Upon the false information of this, a warrant was issued out from the chief ruler and council of Ireland, and we thereby were apprehended in the city of Cork, and haled by guards as malefactors, before the council in this city, where none of all these false accusations were, or could be proved against us, nor of the transgression of any known law could we be convicted. Though occasions were sought against us, yet none could be found; and though snares were laid for our feet, yet were we not entrapped; but were cleared in the sight of God, witnessed by the light in all their consciences; and were found innocent, and without reproof in the eye of the Lord. By our innocence, were their orders of false accusation made of none effect; and we thus far proved to be guiltless before the throne of true judgment. Yet despite being contrary to the light in their own consciences, and contrary to the just laws of the nation, which afford freedom to the free born and righteous, were we committed to prison without conviction, or any guilt charged upon us, or the least appearance of evil towards any man's person. Though falsely accused, yet no true testimony [was] given against us, by which our boldness in the way of the Lord could be discouraged, as having the testimony of the spirit of God, bearing us witness in the Holy Ghost, that in all good conscience towards God and towards man, we have lived to this day; we are also without reproof in the sight of God and all just men. Though upon search and examination, we have been found guiltless thus far, yet farther has the enemy, the devil, prevailed in cruelty against the innocent, that it is proposed that we be banished under the account of vagabonds. This last accusation is most false and unrighteous; for we challenge this: of whom have we begged; or to whom have we been burdensome; or whose bread have we eaten for nothing; or what evil have we done; where is the testimony of your slanders? But we innocently suffer these things, bearing reproaches, and binding the cruelty done to us as chains about our necks, and as crowns upon our heads; having the assurance that for well doing we suffer these things from the hands of the rulers, through the lies and slanders of the teachers, who are in Cain's way of persecution, until they have fulfilled their measure of wickedness, and are laid waste as the wilderness.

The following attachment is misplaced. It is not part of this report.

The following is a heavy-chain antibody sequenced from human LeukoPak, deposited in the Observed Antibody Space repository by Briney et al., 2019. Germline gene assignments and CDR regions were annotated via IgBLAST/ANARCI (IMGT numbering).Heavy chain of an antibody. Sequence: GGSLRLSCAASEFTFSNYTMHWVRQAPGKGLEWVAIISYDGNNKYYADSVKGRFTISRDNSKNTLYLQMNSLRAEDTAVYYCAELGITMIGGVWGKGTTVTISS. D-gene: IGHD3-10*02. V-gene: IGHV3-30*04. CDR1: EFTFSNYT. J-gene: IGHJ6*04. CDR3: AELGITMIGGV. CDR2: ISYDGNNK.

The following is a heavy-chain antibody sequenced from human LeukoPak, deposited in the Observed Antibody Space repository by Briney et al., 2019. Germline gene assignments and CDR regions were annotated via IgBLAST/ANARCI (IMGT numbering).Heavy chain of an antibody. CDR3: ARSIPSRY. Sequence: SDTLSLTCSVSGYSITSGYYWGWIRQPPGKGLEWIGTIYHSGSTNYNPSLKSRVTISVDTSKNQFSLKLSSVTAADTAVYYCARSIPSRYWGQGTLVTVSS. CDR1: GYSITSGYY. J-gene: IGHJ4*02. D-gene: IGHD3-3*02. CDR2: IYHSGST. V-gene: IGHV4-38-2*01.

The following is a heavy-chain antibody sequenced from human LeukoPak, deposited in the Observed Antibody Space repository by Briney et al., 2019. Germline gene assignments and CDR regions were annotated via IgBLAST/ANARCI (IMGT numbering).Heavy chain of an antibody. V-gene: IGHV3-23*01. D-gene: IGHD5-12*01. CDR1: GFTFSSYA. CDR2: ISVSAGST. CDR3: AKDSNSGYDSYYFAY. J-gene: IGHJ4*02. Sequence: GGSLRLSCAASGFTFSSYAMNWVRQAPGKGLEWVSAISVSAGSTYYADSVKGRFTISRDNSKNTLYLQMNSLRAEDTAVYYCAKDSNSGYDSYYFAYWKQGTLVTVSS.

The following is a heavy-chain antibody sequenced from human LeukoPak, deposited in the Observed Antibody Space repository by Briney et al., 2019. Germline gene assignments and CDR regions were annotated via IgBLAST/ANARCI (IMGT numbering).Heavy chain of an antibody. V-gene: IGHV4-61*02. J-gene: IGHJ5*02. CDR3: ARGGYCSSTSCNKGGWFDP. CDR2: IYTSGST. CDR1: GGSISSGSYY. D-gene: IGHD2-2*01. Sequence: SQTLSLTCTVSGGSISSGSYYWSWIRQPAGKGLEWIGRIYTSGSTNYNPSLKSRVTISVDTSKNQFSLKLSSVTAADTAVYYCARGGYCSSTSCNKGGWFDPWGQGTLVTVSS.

This is our cause, and it comes before you, by the light of Christ in your consciences to be judged, if your hearts are not altogether hardened, and your minds wholly blinded; and we lay it at your door to receive sentence from you, and without respect of persons hold forth our guiltless cause before you, not begging anything from you but to clear our consciences, that you may save yourselves from this untoward generation, whose root is corrupt, and fruit bitterness. While we have breath from the Lord, we shall bear witness against injustice, and all cruelty and oppression, and shall appeal to receive justice from the present power that now rules. In the name of the Lord we challenge our privilege of freedom, as being free born, until we be accused guilty by the just law of equity, to which we are subject for conscience sake, and not to any man's will. By word and writing are we bound by the law of God, to bear witness against the unjust proceedings herein of the heads and rulers of Dublin, and shall seal our witness against them, and against their unrighteous decrees, sealed in their cruelty against the innocent, with our blood if we are called to do this.

Edward Burrough

Dublin, the 26th of the Twelfth Month 1655.

On the 23rd, Edward Burrough sent a general challenge to all the priests in Dublin and its neighborhood, at whose instigation he understood he and his companion were confined, to give them a public meeting in order to debate the doctrines of either, that so the honest inquirers after truth might be satisfied, who were right, and who were wrong. Of this paper no notice was taken, but the council after a few days, issued an order to the mayor of the city, that he should send Edward Burrough and Francis Howgill, with all speed to England. About the last of the year, they were by force placed on board a vessel bound for Chester, at which they arrived the 2nd of First Month, 1656.

During the course of this year, Edward Burrough and Francis Howgill addressed several epistles to their brethren in London, and other parts of England, evidencing much lively concern for their spiritual welfare and preservation in the unchangeable Truth. The excellent counsel and pertinent exhortation they contain render them well worthy of a careful perusal.


DEAR FRIENDS of God, called by Him out of the dark world into his marvelous light; to all you who by the power of God are kept faithful, to walk and abide in the measure of the gift of God received; grace, mercy and peace from God the Father of life be multiplied in you and among you, that you all may grow up in the power of God, out of darkness and the shadow of death, in which you have been held captive in a strange land.